Herts Music Service eyes charitable status amid funding cuts

PUBLISHED: 16:00 06 May 2018

Herts Music Service provides tuition to 28,000 children across Hertfordshire. Picture: ARCHANT\SingerA

Herts Music Service provides tuition to 28,000 children across Hertfordshire. Picture: ARCHANT\SingerA

Saffron Photo 2017

Hertfordshire Music Service is considering applying for charitable status, taking it out of council control.

The service, which is headquartered in Hatfield, has seen a year-on-year reduction in funding from Herts County Council.

It was allocated £400,000 for the financial year of 2017-18, which will be halved in 2018-19.

The minutes of a committee meeting of the Education, Libraries and Localism panel on February 6 that said it “supports the principle that Hertfordshire Music Service acquire a charitable or other appropriate status to allow it to operate outside the direct control of the council”.

It added that any change in governance would be discussed with the Arts Council of England.

The music service is currently registered as a business and its overall operational budget is around £10million, which comes from grants, tuition fees, and some donations.

James Dickinson, head of Herts Music Service, said: “At the moment we can’t access charitable contributions, so we’re working out if charitable status would actually help us.”

The service employs 520 teachers who deliver 6,000 hours of music tuition a week to 28,000 children across the county, as well as organising groups like the county youth choir and orchestra.

It gives free tuition for children who are eligible for free school meals, and offers a reduction to families on means-tested benefits.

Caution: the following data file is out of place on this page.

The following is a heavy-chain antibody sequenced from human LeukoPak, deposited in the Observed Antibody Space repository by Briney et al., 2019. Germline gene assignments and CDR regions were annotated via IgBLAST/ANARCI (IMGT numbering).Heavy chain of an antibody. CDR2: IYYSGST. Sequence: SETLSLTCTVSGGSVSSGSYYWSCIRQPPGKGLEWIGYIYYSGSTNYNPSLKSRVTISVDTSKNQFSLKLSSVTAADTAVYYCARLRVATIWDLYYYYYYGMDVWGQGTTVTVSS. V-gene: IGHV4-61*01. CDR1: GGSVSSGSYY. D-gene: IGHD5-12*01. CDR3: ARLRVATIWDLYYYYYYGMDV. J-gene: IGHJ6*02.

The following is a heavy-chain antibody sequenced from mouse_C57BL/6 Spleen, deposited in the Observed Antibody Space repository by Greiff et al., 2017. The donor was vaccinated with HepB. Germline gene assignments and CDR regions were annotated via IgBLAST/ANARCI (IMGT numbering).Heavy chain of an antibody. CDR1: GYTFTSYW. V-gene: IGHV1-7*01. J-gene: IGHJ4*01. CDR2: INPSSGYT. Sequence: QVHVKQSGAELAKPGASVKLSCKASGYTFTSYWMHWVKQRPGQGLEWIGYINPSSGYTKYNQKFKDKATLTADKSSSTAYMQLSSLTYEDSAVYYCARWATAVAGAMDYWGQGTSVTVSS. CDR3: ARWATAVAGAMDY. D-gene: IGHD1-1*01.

The service also gains substantial in-kind support by being part of the council, including use of buildings, handling aspects such as payroll, and other “back office” functions.

The proposal comes in the wake of Herts County Council’s decision to vastly reduce the size of its art collection.

Mr Dickinson added: “Our position is that we are looking at this as a way of strengthening and securing the service further,” adding that he appreciated the council’s ongoing commitment, stated in the meeting minutes, to supporting the purpose of the music service.

“We should celebrate that and make sure it’s followed through with a positive proposal.”

Unlike other cultural services like libraries, it is not a statutory service, which means that the council is not obliged to provide it.

Music organiser David Himbury, who is trying to revive Welwyn Garden City’s music culture at the Green Room at the Doctor’s Tonic pub, said: “It seems like the way of the world at the moment, everything being cut.”

However, he’s not gloomy about the possibility “as long as there’s someone overseeing that’s passionate about music”.

The music service will submit its proposal in Autumn this year.

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